–0.78) between the BIS and the modified Ramsay Sedation Scale in 20 children undergoing ED procedural sedation with midazolam/fentanyl and pentobarbital. Similar to the study by Agrawal et al, our study had a single study investigator determine all OAA/S and CDS scores to control for interrater reliability in judging sedation depth. However, our study differed from that of Agrawal et al in several ways. We exclusively enrolled adults, obtained a larger sample size, and recorded sedation depth more frequently (30-second intervals). Three small pilot studies have reported the use of the BIS to monitor the depth of sedation during ED procedural sedation [1,4,5]. Sakles and Keim [1] evaluated the BIS numbers reached in 22 patients sedated with propofol and found that 14 reached BIS scores of less than 60 at some point during the sedation. They did not report a clinical sedation assessment of these patients. Overly et al [4] compared the BIS with the OAA/S in ED sedation of pediatric patients. They enrolled 19 subjects and found that a 25-unit decrease in the BIS predicted a 1-unit decrease in the OAA/S score. Vissers and McHugh [5] enrolled 12 patients undergoing ED procedural sedation with fentanyl and midazolam in a small pilot study. They found a Spearman rank correlation coefficient of 0.66 between the BIS and OAA/S, which was very similar to our result of 0.59.

In 2003, Miner et al [8] investigated the correlation of the BIS with the rate of respiratory depression and patient- derived subjective outcome measures. They concluded that patients with a lowest recorded BIS score between 70 and

85 had the same patient satisfaction scores as did more deeply sedated patients and the same rate of respiratory depression as did less deeply sedated patients. Patients with BIS scores of less than 70 had more respiratory depression than did those with higher scores. There was no significant difference in those with scores of 0 to 85 as compared with those with scores of higher than 85. Miner and his colleagues concluded that BIS scores between 70 and 85 represented the optimal level of sedation. In contrast, we did not categorize BIS scores as described in the article by Miner et al. Instead of trying to determine the optimum level of sedation, our objectives were to assess the relationship of observed BIS scores with established sedation scales and to determine if there is a relationship between a BIS score and a sedation compli- cation or event. Grouping the BIS scores into categories as defined by Miner et al would have decreased our power to detect a significant relationship in both cases. Furthermore, as seen in Figs. 1 and 2, there is a large variation in the BIS scores at each level of each sedation scale, and in Fig. 3, between those patients who experienced a sedation event and those who did not. This large variation in BIS scores would have been clouded had we grouped our data as Miner et al did.

Recently Miner et al [9] published an article to determine whether the knowledge of patients’ BIS scores

would increase the recognition of adequately sedated patients, resulting in less oversedation and respiratory depression. They found a higher rate of respiratory depression in the BIS-blinded group as compared with the group in which the BIS was used. However, they found no difference in the depth of sedation between groups. In contrast, our study was not a blinded comparison of physicians using the BIS for sedation vs those who did not. We evaluated the BIS scores in those patients sustaining complications as compared with those who did not. All physicians performing the sedation were blinded to the BIS score. In our study, the mean minimum BIS scores for those with and without complications are not signifi- cantly different, and the minimum BIS scores for patients in both categories have a great deal of overlap. Our results suggest that the BIS scores themselves do not reliably differentiate which patients have complications.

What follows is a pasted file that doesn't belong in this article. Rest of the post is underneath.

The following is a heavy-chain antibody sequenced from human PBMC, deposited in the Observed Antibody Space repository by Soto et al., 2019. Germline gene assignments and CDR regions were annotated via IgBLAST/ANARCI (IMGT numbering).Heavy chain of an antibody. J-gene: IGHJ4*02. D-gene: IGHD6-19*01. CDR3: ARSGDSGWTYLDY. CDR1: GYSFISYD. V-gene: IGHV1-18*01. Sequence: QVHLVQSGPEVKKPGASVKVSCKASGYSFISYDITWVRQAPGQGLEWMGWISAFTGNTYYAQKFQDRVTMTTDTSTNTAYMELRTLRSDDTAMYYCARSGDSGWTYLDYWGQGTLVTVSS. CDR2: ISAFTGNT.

Limitations and future questions

The results of our study are subject to several limitations. First, we enrolled a relatively small number of patients from a convenience sample. A total of 9 potentially eligible patients sedated with propofol during the study period were not enrolled. Second, because this study was conducted at 2 academic emergency medicine centers, the results may not be generalizable to the community setting. Third, our study was designed to test the correlation of BIS scores to 2 clinical sedation scores. We did not study the predictive value of BIS scores to alert the physician performing a procedure to an impending or overt sedation event or complication (oversedation). Furthermore, we did not study which test was the gold standard in establishing oversedation. Fourth, because propofol was given by Bolus injection in our study, we did not evaluate the value of BIS monitoring in propofol sedation given by other means such as continuous drip, nor did we study other procedural sedation agents such as fentanyl and midazolam. Fifth, we only had 1 investigator performing the clinical sedation scores on all of our patients. Furthermore, this physician was trained in both emergency medicine and anesthesiology. Although the performance of the clinical sedation examinations assured consistency and decreased interrater reliability, it is possible that the poor correlation was secondary to the performance of the sedation scales by this 1 investigator. In addition, this investigator was not blinded to the BIS scores while performing the clinical sedation scores. It is possible that knowledge of BIS values might have subconsciously influenced how the OAA/S and the CDS were scored.

Future studies on this topic should be considered. Studies with larger sample sizes and expanded to multiple sites could add to our knowledge of the use of BIS for ED procedural sedation. Similar studies with other sedatives

would also be of value to evaluate the association of the BIS number with depth of sedation and the ability to predict complications in this population.

Conclusions

In our study, the BIS appears to moderately correlate with the OAA/S and CDS in patients undergoing ED procedural sedation with propofol. The correlation is not strong enough to be used reliably in a clinical setting. In addition, the BIS scores cannot be used to differentiate between the patients who sustained a complication as and those who did not.